Improving Stroke Prevention in Atrial Fibrillation through Pharmacist Prescribing: PIAAF

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Lead Investigators Dr. Roopinder Sandhu MD, MPH and Dr. Ross Tsuyuki BSc Pharm, PharmD,MSc
Study Sponsor Heart and Stroke Foundation of Canada, Canadian Stroke Prevention Intervention Network (C-SPIN) & University of Alberta Hospital Foundation
Central Coordinating Centre EPICORE/SPOR, Department of Medicine, University of Alberta

Atrial fibrillation (AF) is a leading cause of stroke, accounting for 15% of strokes overall and 25% of strokes in the elderly. The potential burden of AF associated stroke is already a critical health issue which will only increase since the prevalence of AF and stroke attributable to AF increases substantially with age; more than 25% of Canadians over the age of 75 will develop AF.

Oral anticoagulation (OAC) is a well-established therapy for stroke prevention. Despite robust evidence OAC therapy is effective and safe; the availability of simple stroke risk stratification schemes and numerous guidelines providing strong recommendations regarding who would benefit from OAC therapy, less than two-thirds of eligible patients are prescribed OAC therapy. The public health consequence of undertreated AF are enormous, thus, alternative strategies to deliver stroke prevention therapy, such as pharmacist-directed interventions, need to be explored.

Study Hypothesis Among participants 65 years who have ‘actionable’ AF, the rate of optimal oral anticoagulation (OAC) therapy (either new prescriptions or appropriate changes to existing prescriptions) will be higher in the intervention arm (pharmacist) compared to the control arm (usual care).
Study Objectives

Primary Objective:
To determine the difference in rates of optimal OAC therapy at 3 months in those with “actionable AF” randomized to pharmacist care versus enhanced usual care.

Secondary Objectives:
(1)To determine the prevalence of patients with AF who should be on OAC therapy but are either not on or their existing OAC prescriptions require adjustment due to drug-drug interaction, contraindications, or sub-optimal levels (hereafter referred to those with “actionable” AF).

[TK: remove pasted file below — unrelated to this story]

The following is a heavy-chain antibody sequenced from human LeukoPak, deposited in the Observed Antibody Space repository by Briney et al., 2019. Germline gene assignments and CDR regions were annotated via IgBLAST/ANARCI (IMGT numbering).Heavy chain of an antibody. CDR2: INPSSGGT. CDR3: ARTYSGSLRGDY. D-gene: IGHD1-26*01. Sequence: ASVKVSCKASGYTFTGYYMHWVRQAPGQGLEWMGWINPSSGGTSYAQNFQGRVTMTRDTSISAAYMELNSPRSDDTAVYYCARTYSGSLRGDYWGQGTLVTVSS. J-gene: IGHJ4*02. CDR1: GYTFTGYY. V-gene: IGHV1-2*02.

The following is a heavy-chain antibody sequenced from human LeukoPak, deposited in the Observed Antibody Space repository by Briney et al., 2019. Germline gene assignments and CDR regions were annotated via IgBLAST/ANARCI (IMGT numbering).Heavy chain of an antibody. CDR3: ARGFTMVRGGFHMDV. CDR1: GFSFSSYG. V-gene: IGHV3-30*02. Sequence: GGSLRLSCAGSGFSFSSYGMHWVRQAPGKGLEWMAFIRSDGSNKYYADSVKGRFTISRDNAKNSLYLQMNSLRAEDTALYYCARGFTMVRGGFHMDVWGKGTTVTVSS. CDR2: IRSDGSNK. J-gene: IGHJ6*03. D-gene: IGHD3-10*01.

(2) To determine the feasibility of short term collaborative pharmacist prescribing of OAC therapy.
(3) To evaluate the effect of pharmacist care on healthcare utilization compared to enhanced usual care.

Study Design Open label randomized clinical study in participants 65 years or older with “actionable AF” randomized to pharmacist care versus enhanced usual care. Eligible and consenting participants will be enrolled at community pharmacies.
Participants/StudyDuration Total of 380 participants will be randomized and followed for three months. Patients in the usual care arm will be given the pharmacists intervention if OAC therapy is not optimal at 3-months. Thereafter passive follow up by Research Project Office to 1 year.
Study Population Participants 65 years or older with AF who are not on optimal OAC therapy.
Inclusion Criteria Participants will be eligible for inclusion if they meet the following
1. Age > 65 years.
2. Unrecognized AF with one additional stroke risk factor (hypertension, diabetes, heart failure - history of or left ventricular ejection fraction <0.40), previous stroke or transient ischemic attack
3. Previously diagnosed AF not on OAC therapy but eligible
4. Previously diagnosed AF on suboptimal OAC therapy requiring adjustments.
5. Written informed consent
Exclusion Criteria 1. Inability to read or understand English
2. Participants considered unreliable by the Investigator or designated pharmacy team member concerning the requirements of follow-up
Screening 1. All patients age > 65 years with one additional stroke risk factor with unrecognized AF undergo AF screening using a 30 second single lead ECG recording device (AliveCorTM). The single lead ECG will be confirmed by a Cardiologist.
2. Those with known AF will have a brief medical history and medication review.
Enhance Usual Care GP notification by fax of study participation with AF diagnosis and list of medications.
Intervention 1. Education on AF
2. Prescribing new or adjustment of OAC therapy
3. Laboratory monitoring
4. Bleeding risk assessment
Enrollment and Follow-up Eligible and consenting patients will be enrolled at community pharmacies. All patients will have follow up at 3 months (and 6 months, if crossed over from enhanced usual care to “delayed” pharmacist intervention arm).Thereafter passive follow up by Research Project Team at the U of A
Assessment of Outcome Events Appropriate OAC therapy as per Canadian Cardiovascular Society (CCS) 2014 AF guidelines